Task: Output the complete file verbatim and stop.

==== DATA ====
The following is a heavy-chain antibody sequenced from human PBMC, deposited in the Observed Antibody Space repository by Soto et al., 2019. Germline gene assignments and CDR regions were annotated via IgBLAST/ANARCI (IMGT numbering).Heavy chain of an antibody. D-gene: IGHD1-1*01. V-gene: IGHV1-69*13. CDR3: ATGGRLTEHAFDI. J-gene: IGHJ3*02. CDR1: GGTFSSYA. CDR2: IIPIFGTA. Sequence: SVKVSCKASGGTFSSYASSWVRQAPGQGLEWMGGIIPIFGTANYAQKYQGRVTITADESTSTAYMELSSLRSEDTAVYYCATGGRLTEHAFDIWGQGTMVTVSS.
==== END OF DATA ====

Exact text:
The following is a heavy-chain antibody sequenced from human PBMC, deposited in the Observed Antibody Space repository by Soto et al., 2019. Germline gene assignments and CDR regions were annotated via IgBLAST/ANARCI (IMGT numbering).Heavy chain of an antibody. D-gene: IGHD1-1*01. V-gene: IGHV1-69*13. CDR3: ATGGRLTEHAFDI. J-gene: IGHJ3*02. CDR1: GGTFSSYA. CDR2: IIPIFGTA. Sequence: SVKVSCKASGGTFSSYASSWVRQAPGQGLEWMGGIIPIFGTANYAQKYQGRVTITADESTSTAYMELSSLRSEDTAVYYCATGGRLTEHAFDIWGQGTMVTVSS.